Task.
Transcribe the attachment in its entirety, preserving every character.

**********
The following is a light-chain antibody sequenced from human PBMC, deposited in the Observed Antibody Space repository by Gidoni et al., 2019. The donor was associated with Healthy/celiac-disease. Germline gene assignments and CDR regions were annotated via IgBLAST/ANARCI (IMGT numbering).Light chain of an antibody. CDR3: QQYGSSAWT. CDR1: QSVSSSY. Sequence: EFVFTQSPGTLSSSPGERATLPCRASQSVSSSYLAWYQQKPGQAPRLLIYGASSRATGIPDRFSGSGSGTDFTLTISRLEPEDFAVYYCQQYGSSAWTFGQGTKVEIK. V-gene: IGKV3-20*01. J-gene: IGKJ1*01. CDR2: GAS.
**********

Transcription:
The following is a light-chain antibody sequenced from human PBMC, deposited in the Observed Antibody Space repository by Gidoni et al., 2019. The donor was associated with Healthy/celiac-disease. Germline gene assignments and CDR regions were annotated via IgBLAST/ANARCI (IMGT numbering).Light chain of an antibody. CDR3: QQYGSSAWT. CDR1: QSVSSSY. Sequence: EFVFTQSPGTLSSSPGERATLPCRASQSVSSSYLAWYQQKPGQAPRLLIYGASSRATGIPDRFSGSGSGTDFTLTISRLEPEDFAVYYCQQYGSSAWTFGQGTKVEIK. V-gene: IGKV3-20*01. J-gene: IGKJ1*01. CDR2: GAS.